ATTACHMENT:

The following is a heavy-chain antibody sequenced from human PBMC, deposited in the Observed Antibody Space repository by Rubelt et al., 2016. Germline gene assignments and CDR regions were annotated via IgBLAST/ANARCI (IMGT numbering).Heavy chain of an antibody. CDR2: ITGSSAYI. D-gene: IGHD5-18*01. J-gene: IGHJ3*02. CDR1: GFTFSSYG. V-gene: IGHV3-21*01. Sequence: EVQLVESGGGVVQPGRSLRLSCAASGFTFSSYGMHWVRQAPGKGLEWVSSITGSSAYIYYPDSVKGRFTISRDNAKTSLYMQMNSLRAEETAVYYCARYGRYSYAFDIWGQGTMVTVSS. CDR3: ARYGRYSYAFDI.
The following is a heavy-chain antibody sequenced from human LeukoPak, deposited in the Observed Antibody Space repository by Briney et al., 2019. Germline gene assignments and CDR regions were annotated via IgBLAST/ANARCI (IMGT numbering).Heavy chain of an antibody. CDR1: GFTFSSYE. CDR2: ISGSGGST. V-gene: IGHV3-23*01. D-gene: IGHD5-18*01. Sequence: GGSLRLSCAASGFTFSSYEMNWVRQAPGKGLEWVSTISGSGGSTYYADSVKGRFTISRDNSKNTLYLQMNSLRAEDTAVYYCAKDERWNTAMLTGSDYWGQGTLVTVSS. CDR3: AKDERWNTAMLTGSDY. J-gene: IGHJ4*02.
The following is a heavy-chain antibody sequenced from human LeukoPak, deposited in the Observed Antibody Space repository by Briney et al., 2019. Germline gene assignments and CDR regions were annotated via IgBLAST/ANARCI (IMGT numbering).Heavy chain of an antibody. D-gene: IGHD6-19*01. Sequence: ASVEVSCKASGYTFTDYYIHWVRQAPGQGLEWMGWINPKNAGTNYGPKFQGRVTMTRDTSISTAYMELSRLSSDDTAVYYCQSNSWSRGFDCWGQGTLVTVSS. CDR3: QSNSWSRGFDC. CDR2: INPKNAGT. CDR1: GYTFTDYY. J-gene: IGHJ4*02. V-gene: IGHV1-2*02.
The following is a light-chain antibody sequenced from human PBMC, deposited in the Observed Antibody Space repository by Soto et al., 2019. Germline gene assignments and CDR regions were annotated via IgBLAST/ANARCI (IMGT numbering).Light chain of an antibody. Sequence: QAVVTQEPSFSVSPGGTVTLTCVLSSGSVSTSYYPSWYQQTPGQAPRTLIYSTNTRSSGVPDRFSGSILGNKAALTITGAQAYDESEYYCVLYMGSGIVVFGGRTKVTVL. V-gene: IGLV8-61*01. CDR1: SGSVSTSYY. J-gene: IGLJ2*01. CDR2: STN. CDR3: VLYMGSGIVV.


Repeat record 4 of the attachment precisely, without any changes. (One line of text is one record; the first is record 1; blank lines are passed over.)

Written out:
The following is a light-chain antibody sequenced from human PBMC, deposited in the Observed Antibody Space repository by Soto et al., 2019. Germline gene assignments and CDR regions were annotated via IgBLAST/ANARCI (IMGT numbering).Light chain of an antibody. Sequence: QAVVTQEPSFSVSPGGTVTLTCVLSSGSVSTSYYPSWYQQTPGQAPRTLIYSTNTRSSGVPDRFSGSILGNKAALTITGAQAYDESEYYCVLYMGSGIVVFGGRTKVTVL. V-gene: IGLV8-61*01. CDR1: SGSVSTSYY. J-gene: IGLJ2*01. CDR2: STN. CDR3: VLYMGSGIVV.